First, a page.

Look to companies developing hydrogen fuel cell technology, like Honda and Toyota, to rival Tesla for market share and profits in the green transportation industry.
The future of green transit is far from certain, so hedging your bets with the two best replacements for gas-powered cars is the way to make …read more
The stock rally is back. And so is investor optimism.
According to CNN’s Fear & Greed Index, market sentiment has now reached “Greed” levels after several months in the “Extreme Fear” range.
It’s another sign that it’s time to take a serious look at the opportunities that lie in the market today.
Among the strongest stocks to rebound have been technology stocks, which were some of the biggest victims of the recent correction after years of above-average performance.
But that’s no surprise…
High volatility cuts both ways. Stocks with great momentum moving up often have harsher pullbacks on the way down.
That’s why I’m closely monitoring what investment opportunities can be found in the information technology (IT) sector right now.
Take blue chip IT juggernaut International Business Machines (NYSE: IBM) as an example.
Few companies have made as many contributions to the advances of the computer age as IBM – which has been around for more than a century. So it’s no surprise that IBM is at the forefront of the next great technological revolution: artificial intelligence.
Even now, technologies that utilize AI are already churning out profits for IBM.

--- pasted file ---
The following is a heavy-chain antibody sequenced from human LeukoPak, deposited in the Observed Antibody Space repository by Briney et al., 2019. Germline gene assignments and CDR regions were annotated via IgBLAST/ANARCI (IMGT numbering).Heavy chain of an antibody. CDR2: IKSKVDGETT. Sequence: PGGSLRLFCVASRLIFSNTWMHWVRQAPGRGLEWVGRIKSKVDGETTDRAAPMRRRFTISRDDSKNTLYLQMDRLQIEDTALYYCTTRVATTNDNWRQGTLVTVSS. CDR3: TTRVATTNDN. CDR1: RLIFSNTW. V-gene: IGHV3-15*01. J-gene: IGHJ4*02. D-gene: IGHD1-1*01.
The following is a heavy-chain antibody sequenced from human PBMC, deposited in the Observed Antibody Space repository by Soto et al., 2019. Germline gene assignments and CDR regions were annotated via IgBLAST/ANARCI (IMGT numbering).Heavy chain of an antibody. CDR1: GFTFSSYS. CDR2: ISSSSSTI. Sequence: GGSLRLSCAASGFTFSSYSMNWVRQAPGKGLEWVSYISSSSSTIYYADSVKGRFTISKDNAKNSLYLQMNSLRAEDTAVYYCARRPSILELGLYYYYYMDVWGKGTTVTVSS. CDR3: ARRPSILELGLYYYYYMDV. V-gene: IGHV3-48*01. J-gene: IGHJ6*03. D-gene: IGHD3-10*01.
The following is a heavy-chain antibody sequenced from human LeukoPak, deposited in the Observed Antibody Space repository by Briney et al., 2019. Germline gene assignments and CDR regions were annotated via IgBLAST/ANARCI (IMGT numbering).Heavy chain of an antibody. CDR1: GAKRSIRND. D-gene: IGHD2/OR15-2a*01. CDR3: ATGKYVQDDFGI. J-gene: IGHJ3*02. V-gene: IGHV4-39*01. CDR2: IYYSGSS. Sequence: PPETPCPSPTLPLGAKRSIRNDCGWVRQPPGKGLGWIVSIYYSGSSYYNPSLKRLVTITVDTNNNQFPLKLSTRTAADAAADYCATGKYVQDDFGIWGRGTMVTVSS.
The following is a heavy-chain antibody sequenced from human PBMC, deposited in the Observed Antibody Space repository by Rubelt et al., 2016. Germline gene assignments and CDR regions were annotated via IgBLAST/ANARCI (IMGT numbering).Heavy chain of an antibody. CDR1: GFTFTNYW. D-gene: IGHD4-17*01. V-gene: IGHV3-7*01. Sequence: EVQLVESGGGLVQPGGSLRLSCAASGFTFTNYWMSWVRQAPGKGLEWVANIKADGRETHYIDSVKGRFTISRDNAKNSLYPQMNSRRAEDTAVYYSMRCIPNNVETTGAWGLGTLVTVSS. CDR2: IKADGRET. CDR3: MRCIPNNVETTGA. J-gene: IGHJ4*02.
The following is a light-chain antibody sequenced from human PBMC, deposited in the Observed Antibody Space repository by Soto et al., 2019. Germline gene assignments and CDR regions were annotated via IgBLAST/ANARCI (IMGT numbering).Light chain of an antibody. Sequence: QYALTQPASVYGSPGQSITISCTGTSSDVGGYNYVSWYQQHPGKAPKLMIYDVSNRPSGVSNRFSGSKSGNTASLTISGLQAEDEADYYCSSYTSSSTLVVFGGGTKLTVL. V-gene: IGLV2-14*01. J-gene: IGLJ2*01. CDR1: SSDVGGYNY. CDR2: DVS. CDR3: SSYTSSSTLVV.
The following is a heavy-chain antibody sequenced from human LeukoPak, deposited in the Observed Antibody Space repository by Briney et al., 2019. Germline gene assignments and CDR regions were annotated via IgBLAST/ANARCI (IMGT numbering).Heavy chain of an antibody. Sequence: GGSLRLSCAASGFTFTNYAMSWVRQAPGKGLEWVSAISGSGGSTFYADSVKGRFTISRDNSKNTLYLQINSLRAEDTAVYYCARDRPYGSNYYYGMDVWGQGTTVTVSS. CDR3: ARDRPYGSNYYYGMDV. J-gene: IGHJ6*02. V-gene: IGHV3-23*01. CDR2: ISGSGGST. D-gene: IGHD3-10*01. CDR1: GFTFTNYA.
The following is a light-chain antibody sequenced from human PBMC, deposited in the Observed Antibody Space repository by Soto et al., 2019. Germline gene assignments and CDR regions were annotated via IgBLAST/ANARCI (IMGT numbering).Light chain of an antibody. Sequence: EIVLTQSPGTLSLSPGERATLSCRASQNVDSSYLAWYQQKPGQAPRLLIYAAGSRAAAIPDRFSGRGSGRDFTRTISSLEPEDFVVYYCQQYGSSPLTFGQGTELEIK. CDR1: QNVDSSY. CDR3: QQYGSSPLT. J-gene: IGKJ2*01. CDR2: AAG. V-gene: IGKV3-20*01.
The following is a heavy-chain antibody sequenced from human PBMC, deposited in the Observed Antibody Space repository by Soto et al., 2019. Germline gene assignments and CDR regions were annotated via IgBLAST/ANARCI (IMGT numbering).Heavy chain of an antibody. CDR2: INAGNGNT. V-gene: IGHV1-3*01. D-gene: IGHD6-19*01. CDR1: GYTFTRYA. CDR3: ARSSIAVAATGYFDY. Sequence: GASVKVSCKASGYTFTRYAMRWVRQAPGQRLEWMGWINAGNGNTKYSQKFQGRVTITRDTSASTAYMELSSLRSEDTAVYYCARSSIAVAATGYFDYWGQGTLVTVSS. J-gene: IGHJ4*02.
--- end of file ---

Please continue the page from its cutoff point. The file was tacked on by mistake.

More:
This past week, IBM released its fourth quarter earnings report, beating analyst estimates on both revenue and earnings…
IBM’s largest revenue source is its technology services and cloud platforms segment, bringing in nearly $9 billion in revenue last quarter. But its second-largest segment – Cognitive Solutions – is certainly one to watch.
This includes its AI-based technologies, like IBM Watson, which apply machine learning to big data analytics.
The application of these technologies is far-reaching and can touch many sectors of the market – from healthcare data management to manufacturing logistics.
Last quarter, IBM’s cognitive solutions segment brought in $5.5 billion in revenue – about 25% of the company’s total sales for the quarter – with positive year-over-year growth.
Historically, the fourth quarter is IBM’s strongest. And earnings get reported in January.